A review of tonight's The X-Files coming up just as soon as the internet isn't good for me…
“It's silly.” -Mulder
“Life's hopeless. A few fleeting moments of happiness surrounded by crushing loss and grief. Why bother?” -Guy Mann
From the moment I learned that Darin Morgan would be writing a new script(*) for this X-Files revival, my attitude was, “Even if the rest of it's terrible… dayenu.” I hated the premiere and had mixed feelings about last week's episode, but Morgan's “Mulder & Scully Meet the Were-Monster” lived up to every wish and hope I had for it.
(*) New-ish, anyway. This was actually a modified version of “The M Word,” an unproduced episode Morgan wrote for Frank Spotnitz's short-lived Night Stalker remake (and note that Guy Mann's wardrobe resembles what Kolchak wore on the original series). You can read “The M Word” script here, if you're curious about what changed beyond substituting Mulder and Scully for Kolchak and Reed.
Because of “Clyde Bruckman's Final Repose” and “Jose Chung's From Outer Space” – and perhaps because he played the Monster of the Week in “Small Potatoes,” thus causing confusion with that episode's actual writer, Vince Gilligan – Morgan has a reputation as The X-Files' comedy writer. But he also wrote a few more straightforward horror episodes, and even the ones best remembered as parodies have tragic undercurrents to them. “Clyde Bruckman” is at heart a very sad episode about a man cursed with a superpower that exposes him to nothing but misery, even if there are a lot of good jokes, including a brief piece of misdirection suggesting that Mulder will die of auto-erotic asphyxiation. (This instead turned out to be Clyde's sad fate.)
So “Were-Monster” largely functions as parody of an X-Files episode – down to the delightful scene where a giddy Mulder acts out both halves of the believer vs. cynic argument he and Scully used to have in every episode – casts comic actors Rhys Darby and (X-Files superfan) Kumail Nanjiani as the primary guest stars, has a great running gag about how smart phones might have changed everything Mulder and Scully did back in the day, and even gives us a fantasy Scully sex scene with Guy Mann. And when Nanjiani's killer started monologuing about his origin story, Scully shut that cliché down straight away, then joked about the idea (hinted at in several vintage X-Files episodes, starting with “Clyde Bruckman” itself) that she's immortal. Laughs for everyone!
But there is, again, that melancholy foundation to it, and not just because a good chunk of the episode takes place with a tombstone for longtime X-Files director/producer, the late Kim Manners (with Manners' “kick it in the ass” catchphrase as the epitaph), in the background. Making Guy into a monster cursed to transform into a human, rather than the other way around, not only upends our expectations, but allows Guy to offer a stinging outsider's indictment of humanity. To some degree, it's even more of a joke – Guy has only been transforming for a short period of time (and assimilated quickly enough to get a job at a phone store) – but that part of the scene is played straight, and the force of Guy's words is enough to make Mulder delete most of the evidence of the were-monster's existence.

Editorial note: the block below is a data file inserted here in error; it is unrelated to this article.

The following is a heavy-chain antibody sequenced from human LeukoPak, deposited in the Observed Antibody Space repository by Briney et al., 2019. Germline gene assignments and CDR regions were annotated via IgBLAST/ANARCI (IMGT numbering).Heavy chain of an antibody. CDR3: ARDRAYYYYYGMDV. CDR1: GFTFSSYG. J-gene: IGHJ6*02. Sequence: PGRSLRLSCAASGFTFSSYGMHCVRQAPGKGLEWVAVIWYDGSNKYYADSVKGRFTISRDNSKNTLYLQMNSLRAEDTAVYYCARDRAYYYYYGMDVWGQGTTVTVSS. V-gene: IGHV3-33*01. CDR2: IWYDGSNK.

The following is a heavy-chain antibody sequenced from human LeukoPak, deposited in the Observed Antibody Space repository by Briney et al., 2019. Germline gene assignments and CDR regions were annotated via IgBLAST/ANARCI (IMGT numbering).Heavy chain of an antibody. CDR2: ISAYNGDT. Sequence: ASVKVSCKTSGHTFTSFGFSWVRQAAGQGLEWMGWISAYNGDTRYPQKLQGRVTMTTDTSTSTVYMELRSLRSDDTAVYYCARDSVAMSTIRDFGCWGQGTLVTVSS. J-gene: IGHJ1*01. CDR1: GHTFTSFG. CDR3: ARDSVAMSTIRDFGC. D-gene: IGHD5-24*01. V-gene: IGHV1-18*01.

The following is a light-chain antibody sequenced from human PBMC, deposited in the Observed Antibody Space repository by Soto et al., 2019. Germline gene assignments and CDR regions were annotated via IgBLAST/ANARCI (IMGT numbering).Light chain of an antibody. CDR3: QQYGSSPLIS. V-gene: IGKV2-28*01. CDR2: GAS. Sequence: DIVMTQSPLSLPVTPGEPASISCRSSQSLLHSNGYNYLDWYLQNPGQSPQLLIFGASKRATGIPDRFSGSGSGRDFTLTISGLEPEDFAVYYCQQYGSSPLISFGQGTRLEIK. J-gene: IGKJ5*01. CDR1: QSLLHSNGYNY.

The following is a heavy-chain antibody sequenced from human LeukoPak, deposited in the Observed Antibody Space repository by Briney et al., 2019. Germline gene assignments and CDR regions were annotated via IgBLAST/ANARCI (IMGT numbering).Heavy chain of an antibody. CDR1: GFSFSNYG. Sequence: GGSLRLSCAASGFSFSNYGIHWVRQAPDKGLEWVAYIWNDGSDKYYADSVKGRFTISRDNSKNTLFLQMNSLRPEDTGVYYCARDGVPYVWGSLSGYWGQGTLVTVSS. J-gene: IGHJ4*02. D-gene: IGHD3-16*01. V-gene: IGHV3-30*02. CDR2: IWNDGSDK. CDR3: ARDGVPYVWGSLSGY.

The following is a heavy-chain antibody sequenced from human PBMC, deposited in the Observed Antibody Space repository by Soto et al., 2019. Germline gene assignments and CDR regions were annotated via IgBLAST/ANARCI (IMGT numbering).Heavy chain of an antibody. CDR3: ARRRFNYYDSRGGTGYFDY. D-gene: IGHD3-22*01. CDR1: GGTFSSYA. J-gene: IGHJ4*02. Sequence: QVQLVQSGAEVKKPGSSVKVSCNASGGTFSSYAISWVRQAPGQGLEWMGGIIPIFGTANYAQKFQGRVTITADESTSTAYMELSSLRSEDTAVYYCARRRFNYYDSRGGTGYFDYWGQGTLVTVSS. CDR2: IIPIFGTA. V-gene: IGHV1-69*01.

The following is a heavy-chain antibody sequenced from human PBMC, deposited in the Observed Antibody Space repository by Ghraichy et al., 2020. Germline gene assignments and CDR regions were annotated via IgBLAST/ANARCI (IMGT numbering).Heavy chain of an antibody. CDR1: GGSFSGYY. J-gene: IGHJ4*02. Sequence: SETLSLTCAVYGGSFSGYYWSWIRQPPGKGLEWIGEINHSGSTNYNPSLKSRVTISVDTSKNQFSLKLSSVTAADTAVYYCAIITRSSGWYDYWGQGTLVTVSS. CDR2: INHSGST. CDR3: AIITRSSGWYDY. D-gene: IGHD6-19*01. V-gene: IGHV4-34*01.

At TCA, David Duchovny expressed some mild concern that, because this series will have only six episodes, the tonal shift from the first two episodes to this (and then back to whatever we're getting next week) would feel more jarring than when the occasional Morgan or Gilligan oddball episode would pop up in the middle of a 22-episode season. And, obviously, this is a big change. But the episode was so much fun – including by far the liveliest Duchovny performance of the three so far – that I don't mind in the slightest. With the other episodes, I had to squint a lot of the time to recognize the show I used to love. “Mulder & Scully Meet the Were-Monster” was reflective of a very narrow slice of the original X-Files experience, but it's also the first episode of the revival to feel like it could (give or take the technological references) slot comfortably in with the best of the '90s shows.
Like Scully says, “I forgot how much fun these cases can be.”
Some other thoughts:
* At the motel with the Peeping Tom alley, Mulder sleeps in nothing but red bikini underwear. Perhaps he was inspired by his old FBI badge? UPDATE: Or more likely, as many of you reminded me, an homage to “Duane Barry.”
* Heh, of course Mulder's ringtone is The X-Files theme song.
* I want a scene in Transparent season 3 where someone watches Mulder explain transgender to Guy.
What did everybody else think?
Alan Sepinwall may be reached at email@example.com